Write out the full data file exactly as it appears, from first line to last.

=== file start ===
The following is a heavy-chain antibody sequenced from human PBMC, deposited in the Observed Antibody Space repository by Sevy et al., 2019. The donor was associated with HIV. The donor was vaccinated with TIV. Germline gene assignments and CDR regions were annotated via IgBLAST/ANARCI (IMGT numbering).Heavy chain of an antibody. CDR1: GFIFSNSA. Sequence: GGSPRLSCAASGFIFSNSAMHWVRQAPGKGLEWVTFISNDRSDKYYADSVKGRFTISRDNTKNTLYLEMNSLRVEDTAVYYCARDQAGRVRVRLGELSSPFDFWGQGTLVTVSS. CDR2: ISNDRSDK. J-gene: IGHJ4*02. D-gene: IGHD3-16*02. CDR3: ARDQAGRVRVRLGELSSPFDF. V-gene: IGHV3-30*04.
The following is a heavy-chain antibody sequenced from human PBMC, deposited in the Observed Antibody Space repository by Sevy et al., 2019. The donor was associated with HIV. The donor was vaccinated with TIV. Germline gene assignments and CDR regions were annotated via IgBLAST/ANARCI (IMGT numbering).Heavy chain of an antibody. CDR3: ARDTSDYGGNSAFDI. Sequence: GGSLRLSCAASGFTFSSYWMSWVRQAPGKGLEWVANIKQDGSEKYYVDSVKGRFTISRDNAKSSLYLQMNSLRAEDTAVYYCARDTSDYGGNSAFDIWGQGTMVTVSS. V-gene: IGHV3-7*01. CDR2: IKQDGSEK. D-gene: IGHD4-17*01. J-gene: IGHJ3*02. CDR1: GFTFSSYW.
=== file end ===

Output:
The following is a heavy-chain antibody sequenced from human PBMC, deposited in the Observed Antibody Space repository by Sevy et al., 2019. The donor was associated with HIV. The donor was vaccinated with TIV. Germline gene assignments and CDR regions were annotated via IgBLAST/ANARCI (IMGT numbering).Heavy chain of an antibody. CDR1: GFIFSNSA. Sequence: GGSPRLSCAASGFIFSNSAMHWVRQAPGKGLEWVTFISNDRSDKYYADSVKGRFTISRDNTKNTLYLEMNSLRVEDTAVYYCARDQAGRVRVRLGELSSPFDFWGQGTLVTVSS. CDR2: ISNDRSDK. J-gene: IGHJ4*02. D-gene: IGHD3-16*02. CDR3: ARDQAGRVRVRLGELSSPFDF. V-gene: IGHV3-30*04.
The following is a heavy-chain antibody sequenced from human PBMC, deposited in the Observed Antibody Space repository by Sevy et al., 2019. The donor was associated with HIV. The donor was vaccinated with TIV. Germline gene assignments and CDR regions were annotated via IgBLAST/ANARCI (IMGT numbering).Heavy chain of an antibody. CDR3: ARDTSDYGGNSAFDI. Sequence: GGSLRLSCAASGFTFSSYWMSWVRQAPGKGLEWVANIKQDGSEKYYVDSVKGRFTISRDNAKSSLYLQMNSLRAEDTAVYYCARDTSDYGGNSAFDIWGQGTMVTVSS. V-gene: IGHV3-7*01. CDR2: IKQDGSEK. D-gene: IGHD4-17*01. J-gene: IGHJ3*02. CDR1: GFTFSSYW.